3. St Augustine Alligator Farm and Zoological Park. The St. Augustine Alligator Farm Zoological Park began in the late nineteenth century as a small exhibition of Florida reptiles and soon became a quintessential Florida attraction. Today it functions as a modern zoo serving the public and the scientific community with educational shows and exhibits, important research, and worldwide conservation efforts. 

The Alligator Farm is the only place in the world where you can see every living species of crocodilian. It also hosts a wide range of other animals, as well as birds, reptiles, fossils, and more. Come face-to-face with impressive 15 foot 3 inch, 1,250-pound Maximo, the largest animal at the Park. The wooden walkway, which is very wheelchair friendly, allows for incredibly intimate views of Florida’s magnificent wading birds on their nests. The entire park is wheelchair accessible, and guests in wheelchairs receive a 50% discount off admission.

4. Pirate & Treasure Museum. Pirates such as Sir Francis Drake and Robert Searles who frequented the nation’s oldest city and the Spanish fort, the Castillo de San Marcos, played a major role in the history of pirates and Colonial America. The Pirate & Treasure Museum offers an exciting and educational museum experience that transports you and your family back in time over 300 years to Port Royal, Jamaica, at the height of the Golden Age of Piracy. One of their most popular features is the Discovery Drawers marked with a skull and crossbones and hidden throughout the museum.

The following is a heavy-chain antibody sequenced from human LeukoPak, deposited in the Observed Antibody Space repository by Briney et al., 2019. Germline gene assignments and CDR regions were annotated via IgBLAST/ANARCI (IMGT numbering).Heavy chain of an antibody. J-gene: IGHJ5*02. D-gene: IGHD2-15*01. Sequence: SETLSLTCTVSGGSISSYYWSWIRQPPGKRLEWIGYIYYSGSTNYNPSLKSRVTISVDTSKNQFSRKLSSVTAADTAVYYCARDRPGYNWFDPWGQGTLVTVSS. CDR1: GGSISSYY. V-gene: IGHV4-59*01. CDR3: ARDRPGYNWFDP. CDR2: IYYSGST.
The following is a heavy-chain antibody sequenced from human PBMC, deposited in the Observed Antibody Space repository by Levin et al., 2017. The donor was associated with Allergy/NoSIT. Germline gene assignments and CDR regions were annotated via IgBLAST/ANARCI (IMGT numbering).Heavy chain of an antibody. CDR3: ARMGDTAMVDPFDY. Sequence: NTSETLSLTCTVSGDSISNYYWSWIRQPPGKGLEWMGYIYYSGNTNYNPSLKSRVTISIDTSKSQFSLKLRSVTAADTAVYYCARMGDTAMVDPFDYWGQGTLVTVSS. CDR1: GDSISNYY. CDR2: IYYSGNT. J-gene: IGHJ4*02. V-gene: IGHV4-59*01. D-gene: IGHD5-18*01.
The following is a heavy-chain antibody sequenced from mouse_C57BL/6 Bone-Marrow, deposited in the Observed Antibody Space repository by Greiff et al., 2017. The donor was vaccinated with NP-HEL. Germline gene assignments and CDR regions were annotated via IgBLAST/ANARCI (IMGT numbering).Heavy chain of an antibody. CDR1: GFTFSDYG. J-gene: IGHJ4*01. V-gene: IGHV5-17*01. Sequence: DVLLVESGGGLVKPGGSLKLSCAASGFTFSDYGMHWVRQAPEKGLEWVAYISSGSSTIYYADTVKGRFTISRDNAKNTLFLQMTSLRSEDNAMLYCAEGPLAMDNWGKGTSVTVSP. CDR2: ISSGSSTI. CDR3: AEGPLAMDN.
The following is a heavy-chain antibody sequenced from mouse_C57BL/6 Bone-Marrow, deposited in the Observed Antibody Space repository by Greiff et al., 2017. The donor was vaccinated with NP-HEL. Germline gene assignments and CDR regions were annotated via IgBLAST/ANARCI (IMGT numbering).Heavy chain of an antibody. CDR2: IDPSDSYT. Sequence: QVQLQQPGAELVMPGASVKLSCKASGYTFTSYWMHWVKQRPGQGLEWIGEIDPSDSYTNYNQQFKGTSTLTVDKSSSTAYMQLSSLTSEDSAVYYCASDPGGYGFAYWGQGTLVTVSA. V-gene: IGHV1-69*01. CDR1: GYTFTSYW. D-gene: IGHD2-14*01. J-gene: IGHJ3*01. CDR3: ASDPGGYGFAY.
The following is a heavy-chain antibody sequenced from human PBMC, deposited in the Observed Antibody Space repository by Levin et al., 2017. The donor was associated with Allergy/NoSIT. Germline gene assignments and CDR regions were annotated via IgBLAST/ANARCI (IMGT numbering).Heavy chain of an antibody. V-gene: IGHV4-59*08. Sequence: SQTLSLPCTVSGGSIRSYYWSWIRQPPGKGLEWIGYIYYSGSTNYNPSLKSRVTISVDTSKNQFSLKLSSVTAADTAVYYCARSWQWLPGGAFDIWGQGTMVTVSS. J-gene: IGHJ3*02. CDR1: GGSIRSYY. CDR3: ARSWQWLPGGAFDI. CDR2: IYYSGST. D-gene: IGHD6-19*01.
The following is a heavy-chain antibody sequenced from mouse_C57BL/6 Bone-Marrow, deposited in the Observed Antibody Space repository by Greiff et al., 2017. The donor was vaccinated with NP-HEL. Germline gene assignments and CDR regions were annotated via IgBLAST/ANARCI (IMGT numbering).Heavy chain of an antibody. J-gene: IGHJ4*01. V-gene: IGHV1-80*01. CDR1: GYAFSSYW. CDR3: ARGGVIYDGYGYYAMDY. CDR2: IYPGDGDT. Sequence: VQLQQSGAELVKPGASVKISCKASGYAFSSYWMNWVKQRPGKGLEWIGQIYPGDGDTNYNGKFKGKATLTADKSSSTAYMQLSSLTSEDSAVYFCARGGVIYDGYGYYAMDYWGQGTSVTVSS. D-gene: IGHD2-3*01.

The Pirate Museum houses a unique collection of authentic artifacts along with interactive technology that takes guests on an historic adventure through the Golden Age of Piracy and the lives of the era’s most infamous pirates. With the “please touch” atmosphere and Disney caliber audio-animatronics, paired with the provenance of the Smithsonian Institution and rarely-seen artifacts from the state of Florida’s archeology vault, guests will undertake an awesome journey filled with compelling lore and surprising facts. In addition to the museum, the property boasts a scenic outdoor courtyard and a large deck that overlooks the historic Matanzas River and the magnificent Castillo de San Marcos, the 17th Spanish fort located directly across the street on the bayfront. 

5. Old Town Trolley. For over 30 years, Old Town Trolley has provided tours highlighting the best of the city. Relive the story of the first settlement in North America as you visit Castillo de San Marcos, the Spanish fort built in the 17th century. Visit the world famous spring that Ponce de Leon deemed the Fountain of Youth, where you can actually sample the water. Explore the site of the first Mass in America at the Mission of Nombre de Dios. Experience early St. Augustine as you tour old St. Augustine Village, featuring houses from the 18th and 19th centuries.